College Student Unearths 65 Million-Year-Old Triceratops Skull

Harrison Duran, a biology student from the University of California, made history when he recently unearthed a 65-million-year-old partial Triceratops skull.

“I can’t quite express my excitement in that moment when we uncovered the skull,” Duran said in a news release from the school on Wednesday. “I’ve been obsessed with dinosaurs since I was a kid, so it was a pretty big deal.”

Photo: Fossil Excavators

The incredible discovery was found in the badlands of North Dakota, which is considered to be a honey hole for digging up fossils. Part of the Hell Creek Foundation, fossils in this particular area date back to the late Cretaceous period, which was between 65 million and 60 million years ago, having originally been discovered by paleontologist Barnum Brown.

The rock formation in which these fossils are found spans across four different states including Montana, North Dakota, South Dakota, and Wyoming.

Duran had set out on a two-week dig accompanied by Michael Kjelland, an experienced excavator and professor at Mayville State University in North Dakota.

Photo: Fossil Excavators

Article continues below

Our Featured Programs

See how we’re making a difference for People, Pets, and the Planet and how you can get involved!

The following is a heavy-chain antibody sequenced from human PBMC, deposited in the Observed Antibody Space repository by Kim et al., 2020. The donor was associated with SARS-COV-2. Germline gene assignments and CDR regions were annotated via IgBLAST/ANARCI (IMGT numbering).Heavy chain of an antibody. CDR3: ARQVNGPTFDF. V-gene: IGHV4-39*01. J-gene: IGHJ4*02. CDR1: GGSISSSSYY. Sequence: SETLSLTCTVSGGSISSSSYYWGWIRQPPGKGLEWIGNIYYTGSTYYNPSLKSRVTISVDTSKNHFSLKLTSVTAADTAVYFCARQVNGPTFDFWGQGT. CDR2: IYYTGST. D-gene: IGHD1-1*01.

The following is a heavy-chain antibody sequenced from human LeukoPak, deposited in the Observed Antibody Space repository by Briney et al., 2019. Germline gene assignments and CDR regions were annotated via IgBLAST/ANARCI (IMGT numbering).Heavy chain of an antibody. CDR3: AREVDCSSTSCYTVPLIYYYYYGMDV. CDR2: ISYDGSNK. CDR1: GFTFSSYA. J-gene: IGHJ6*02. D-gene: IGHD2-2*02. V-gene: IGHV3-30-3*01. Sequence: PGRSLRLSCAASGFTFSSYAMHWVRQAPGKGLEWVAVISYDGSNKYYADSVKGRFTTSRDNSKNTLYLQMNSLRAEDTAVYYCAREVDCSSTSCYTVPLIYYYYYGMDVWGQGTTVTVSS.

“I have been going out to the badlands for years off and on, but to this particular site it was the first time,” Kjelland told CNN. Last year, he found another Triceratops skull around the same area that is currently being excavated.

After 4 days of digging, the Triceratops skull was found upside down with the base of its left horn partially exposed, surrounded by other plant fossils from the Cretaceous era:

“It is wonderful that we found fossilized wood and tree leaves right around, and even under, the skull,” said Duran. “It gives us a more complete picture of the environment at the time.”

Both Duran and Michael Kjelland spent a full week excavating the fossil out of the ground.

Photo: Fossil Excavators

To transport their discovery to the lab, the fossil was coated in foil and plaster, put in a box and wrapped in a memory foam mattress.

The hope is that they can display “Alice” – nicknamed after the landowner – at UC Merced to share it with the campus community.

Protect the Planet

Help preserve vital habitat at The Rainforest Site for free!